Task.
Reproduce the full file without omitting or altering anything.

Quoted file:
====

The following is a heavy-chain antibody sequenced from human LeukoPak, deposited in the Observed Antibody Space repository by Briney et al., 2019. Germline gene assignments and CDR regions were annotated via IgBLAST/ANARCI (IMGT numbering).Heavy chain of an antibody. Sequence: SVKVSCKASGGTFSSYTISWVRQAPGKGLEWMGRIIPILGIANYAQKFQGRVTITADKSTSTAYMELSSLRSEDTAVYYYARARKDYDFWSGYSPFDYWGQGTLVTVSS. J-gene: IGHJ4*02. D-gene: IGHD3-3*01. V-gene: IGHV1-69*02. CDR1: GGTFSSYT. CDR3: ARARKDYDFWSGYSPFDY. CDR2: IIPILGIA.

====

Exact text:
The following is a heavy-chain antibody sequenced from human LeukoPak, deposited in the Observed Antibody Space repository by Briney et al., 2019. Germline gene assignments and CDR regions were annotated via IgBLAST/ANARCI (IMGT numbering).Heavy chain of an antibody. Sequence: SVKVSCKASGGTFSSYTISWVRQAPGKGLEWMGRIIPILGIANYAQKFQGRVTITADKSTSTAYMELSSLRSEDTAVYYYARARKDYDFWSGYSPFDYWGQGTLVTVSS. J-gene: IGHJ4*02. D-gene: IGHD3-3*01. V-gene: IGHV1-69*02. CDR1: GGTFSSYT. CDR3: ARARKDYDFWSGYSPFDY. CDR2: IIPILGIA.